0
We're unable to sign you in at this time. Please try again in a few minutes.
Retry
We were able to sign you in, but your subscription(s) could not be found. Please try again in a few minutes.
Retry
There may be a problem with your account. Please contact the AMA Service Center to resolve this issue.
Contact the AMA Service Center:
Telephone: 1 (800) 262-2350 or 1 (312) 670-7827  *   Email: subscriptions@jamanetwork.com
Error Message ......
Article |

Schizophrenia After Prenatal Exposure to the Dutch Hunger Winter of 1944-1945

Peter Jones, MD
Arch Gen Psychiatry. 1994;51(4):333. doi:10.1001/archpsyc.1994.03950040077010.
Text Size: A A A
Published online

Susser and Lin1 report the remarkable finding of an increased risk for hospitalized schizophrenia in women whose mothers were among the population exposed to severe famine during the Dutch Hunger Winter of 1944 through 1945 and who were members of a risk set alive at 19 years of age. The authors' broad consideration of the limitations of their analysis is to be commended, and the result is discussed in the context of other lines of evidence in favor of antenatal risk factors for schizophrenia, albeit at various and contradictory periods of gestation. However, I am curious as to one point of detail and take issue with their conclusion regarding gender differences in the increased relative risk.

It is unclear whether the numerator for exposed and unexposed groups consists of true incident cases of schizophrenia, ie, first hospital admissions, or the total number of admissions for schizophrenia, including readmissions, appearing in

Topics

Sign in

Create a free personal account to sign up for alerts, share articles, and more.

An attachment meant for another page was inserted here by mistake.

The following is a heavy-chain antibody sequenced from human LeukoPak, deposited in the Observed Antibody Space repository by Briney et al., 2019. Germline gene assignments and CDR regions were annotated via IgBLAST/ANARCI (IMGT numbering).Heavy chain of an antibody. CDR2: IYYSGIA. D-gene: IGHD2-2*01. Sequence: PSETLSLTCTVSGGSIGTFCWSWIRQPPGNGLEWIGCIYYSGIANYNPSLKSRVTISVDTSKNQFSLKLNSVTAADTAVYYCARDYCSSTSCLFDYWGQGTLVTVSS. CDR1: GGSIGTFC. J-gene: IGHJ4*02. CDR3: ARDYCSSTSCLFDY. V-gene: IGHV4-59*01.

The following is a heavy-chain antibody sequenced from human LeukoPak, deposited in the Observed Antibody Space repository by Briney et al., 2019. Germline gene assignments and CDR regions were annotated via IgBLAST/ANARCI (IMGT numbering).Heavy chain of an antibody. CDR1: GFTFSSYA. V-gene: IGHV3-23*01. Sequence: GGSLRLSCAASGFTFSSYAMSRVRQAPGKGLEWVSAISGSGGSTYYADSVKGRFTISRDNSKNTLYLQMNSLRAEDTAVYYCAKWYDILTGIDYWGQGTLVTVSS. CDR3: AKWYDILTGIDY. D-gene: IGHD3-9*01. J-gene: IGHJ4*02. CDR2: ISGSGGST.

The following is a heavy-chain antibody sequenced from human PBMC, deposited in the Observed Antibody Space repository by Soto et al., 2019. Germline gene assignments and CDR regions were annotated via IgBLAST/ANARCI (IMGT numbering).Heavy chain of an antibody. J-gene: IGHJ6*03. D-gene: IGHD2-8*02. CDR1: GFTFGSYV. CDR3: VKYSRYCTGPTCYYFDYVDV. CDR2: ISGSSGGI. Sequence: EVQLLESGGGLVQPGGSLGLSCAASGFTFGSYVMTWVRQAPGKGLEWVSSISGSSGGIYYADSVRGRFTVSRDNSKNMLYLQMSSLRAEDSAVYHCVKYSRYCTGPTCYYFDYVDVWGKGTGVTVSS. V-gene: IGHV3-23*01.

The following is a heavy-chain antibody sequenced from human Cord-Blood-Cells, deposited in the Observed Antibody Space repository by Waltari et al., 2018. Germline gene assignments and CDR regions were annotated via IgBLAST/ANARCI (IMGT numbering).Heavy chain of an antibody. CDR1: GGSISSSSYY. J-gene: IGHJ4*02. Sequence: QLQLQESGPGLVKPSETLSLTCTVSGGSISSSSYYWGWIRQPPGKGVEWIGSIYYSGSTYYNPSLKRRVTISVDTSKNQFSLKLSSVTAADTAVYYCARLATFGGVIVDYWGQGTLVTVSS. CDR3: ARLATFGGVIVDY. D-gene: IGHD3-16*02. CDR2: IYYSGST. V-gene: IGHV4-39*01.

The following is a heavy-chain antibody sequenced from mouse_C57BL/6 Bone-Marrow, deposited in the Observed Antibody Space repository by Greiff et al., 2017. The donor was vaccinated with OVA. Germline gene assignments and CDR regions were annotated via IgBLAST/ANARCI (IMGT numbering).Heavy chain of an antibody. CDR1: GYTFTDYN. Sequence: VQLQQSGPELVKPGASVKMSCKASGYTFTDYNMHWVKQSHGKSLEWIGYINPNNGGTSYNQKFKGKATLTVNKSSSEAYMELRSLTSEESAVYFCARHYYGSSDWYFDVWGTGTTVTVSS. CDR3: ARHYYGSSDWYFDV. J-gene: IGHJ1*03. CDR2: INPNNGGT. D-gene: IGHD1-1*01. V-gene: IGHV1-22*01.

Purchase Options

• Buy this article
• Subscribe to the journal

First Page Preview

View Large
First page PDF preview

First Page Preview

View Large
First page PDF preview

Figures

Tables

References

Correspondence

CME
Also Meets CME requirements for:
Browse CME for all U.S. States
Accreditation Information
The American Medical Association is accredited by the Accreditation Council for Continuing Medical Education to provide continuing medical education for physicians. The AMA designates this journal-based CME activity for a maximum of 1 AMA PRA Category 1 CreditTM per course. Physicians should claim only the credit commensurate with the extent of their participation in the activity. Physicians who complete the CME course and score at least 80% correct on the quiz are eligible for AMA PRA Category 1 CreditTM.
Note: You must get at least of the answers correct to pass this quiz.
Your answers have been saved for later.
You have not filled in all the answers to complete this quiz
The following questions were not answered:
Sorry, you have unsuccessfully completed this CME quiz with a score of
The following questions were not answered correctly:
Commitment to Change (optional):
Indicate what change(s) you will implement in your practice, if any, based on this CME course.
Your quiz results:
The filled radio buttons indicate your responses. The preferred responses are highlighted
For CME Course: A Proposed Model for Initial Assessment and Management of Acute Heart Failure Syndromes
Indicate what changes(s) you will implement in your practice, if any, based on this CME course.
Submit a Comment

Multimedia

Some tools below are only available to our subscribers or users with an online account.

Sign in

Create a free personal account to sign up for alerts, share articles, and more.

Purchase Options

• Buy this article
• Subscribe to the journal

Related Content

Customize your page view by dragging & repositioning the boxes below.

Jobs
brightcove.createExperiences();